Caught be­tween power re­la­tions


In this timely edited vol­ume, Duygu Kök­sal and Anas­ta­sia Falierou at­tempt to re­visit the field of Ot­toman women’s stud­ies with a crit­i­cal eye by look­ing at its devel­op­ment, but also an­a­lyz­ing the new the­o­ret­i­cal trends that have emerged in the field. Kök­sal and Falierou begin by prob­lema­tiz­ing the tra­di­tional con­structs of sit­u­at­ing the Ot­toman within the mi­lieu of the par­tic­u­lar. They call for the recog­ni­tion of a larger sys­tem of re­la­tions from the le­gacy of im­pe­ri­al­ism, West­ern­iza­tion, moder­nity, cap­i­tal­ism and the emer­gence of the mod­ern state sys­tem. The re­sult is a vol­ume that places late Ot­toman women in a larger sys­tem of power re­la­tions where they can be seen re­spond­ing to sim­i­lar de­vel­op­ments with women of West­ern ge­ogra­phies in a “co-tem­po­ral his­tory.”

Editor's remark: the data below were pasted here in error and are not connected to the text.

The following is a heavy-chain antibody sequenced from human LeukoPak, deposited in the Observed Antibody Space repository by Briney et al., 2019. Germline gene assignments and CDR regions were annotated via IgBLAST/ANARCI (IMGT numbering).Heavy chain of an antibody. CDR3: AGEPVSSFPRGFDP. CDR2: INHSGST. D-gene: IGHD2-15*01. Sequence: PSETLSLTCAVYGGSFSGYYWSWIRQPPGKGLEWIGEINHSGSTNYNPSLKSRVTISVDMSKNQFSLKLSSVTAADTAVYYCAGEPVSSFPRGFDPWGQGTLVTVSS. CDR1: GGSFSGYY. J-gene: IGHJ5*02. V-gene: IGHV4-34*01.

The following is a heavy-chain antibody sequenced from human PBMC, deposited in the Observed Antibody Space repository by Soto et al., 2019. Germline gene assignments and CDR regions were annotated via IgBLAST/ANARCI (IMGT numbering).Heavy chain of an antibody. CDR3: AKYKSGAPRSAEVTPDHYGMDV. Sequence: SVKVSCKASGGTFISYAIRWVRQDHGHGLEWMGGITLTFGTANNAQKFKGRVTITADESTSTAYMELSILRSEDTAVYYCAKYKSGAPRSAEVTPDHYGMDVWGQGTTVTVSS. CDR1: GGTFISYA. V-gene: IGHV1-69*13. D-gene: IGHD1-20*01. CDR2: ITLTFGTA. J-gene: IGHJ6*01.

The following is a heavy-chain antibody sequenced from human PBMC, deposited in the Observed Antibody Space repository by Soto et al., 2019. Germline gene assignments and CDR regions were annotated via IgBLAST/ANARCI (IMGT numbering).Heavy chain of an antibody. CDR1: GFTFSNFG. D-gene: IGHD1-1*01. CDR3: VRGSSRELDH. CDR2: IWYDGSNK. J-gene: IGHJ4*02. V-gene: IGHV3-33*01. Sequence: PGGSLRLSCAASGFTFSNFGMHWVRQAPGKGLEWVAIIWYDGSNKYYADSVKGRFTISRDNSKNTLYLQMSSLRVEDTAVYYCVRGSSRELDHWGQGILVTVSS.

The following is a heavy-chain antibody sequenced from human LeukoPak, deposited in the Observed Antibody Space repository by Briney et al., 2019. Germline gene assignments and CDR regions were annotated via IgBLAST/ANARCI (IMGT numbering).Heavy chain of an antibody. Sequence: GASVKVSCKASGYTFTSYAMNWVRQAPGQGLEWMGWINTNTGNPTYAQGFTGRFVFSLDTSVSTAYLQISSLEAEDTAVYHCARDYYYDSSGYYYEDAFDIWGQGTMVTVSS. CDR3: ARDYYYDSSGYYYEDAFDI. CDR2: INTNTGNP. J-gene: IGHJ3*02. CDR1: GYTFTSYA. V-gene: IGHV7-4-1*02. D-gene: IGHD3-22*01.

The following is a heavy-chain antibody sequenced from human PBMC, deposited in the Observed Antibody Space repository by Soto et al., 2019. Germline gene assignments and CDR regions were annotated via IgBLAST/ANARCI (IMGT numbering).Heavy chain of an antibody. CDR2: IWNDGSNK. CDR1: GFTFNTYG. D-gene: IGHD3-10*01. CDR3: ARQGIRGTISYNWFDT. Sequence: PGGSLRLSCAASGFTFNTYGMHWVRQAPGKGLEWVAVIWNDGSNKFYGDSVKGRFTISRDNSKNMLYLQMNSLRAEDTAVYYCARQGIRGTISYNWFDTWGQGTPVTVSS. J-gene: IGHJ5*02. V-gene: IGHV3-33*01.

Di­vided into five parts, the vol­ume be­gins by as­sert­ing the agency of women in de­ter­min­ing not only their own fu­tures, but also the fu­ture of the na­tion-state. Fo­cus­ing on in­sti­tu­tions of ed­u­ca­tion, work, the arts, theater and lit­er­a­ture, the vol­ume traces the evo­lu­tion of agency. In their chap­ters, M. Er­dem Kaba­dayi and E. Tutku Vardagli chal­lenge the per­cep­tions of fe­male agency in the workspace as caught be­tween the

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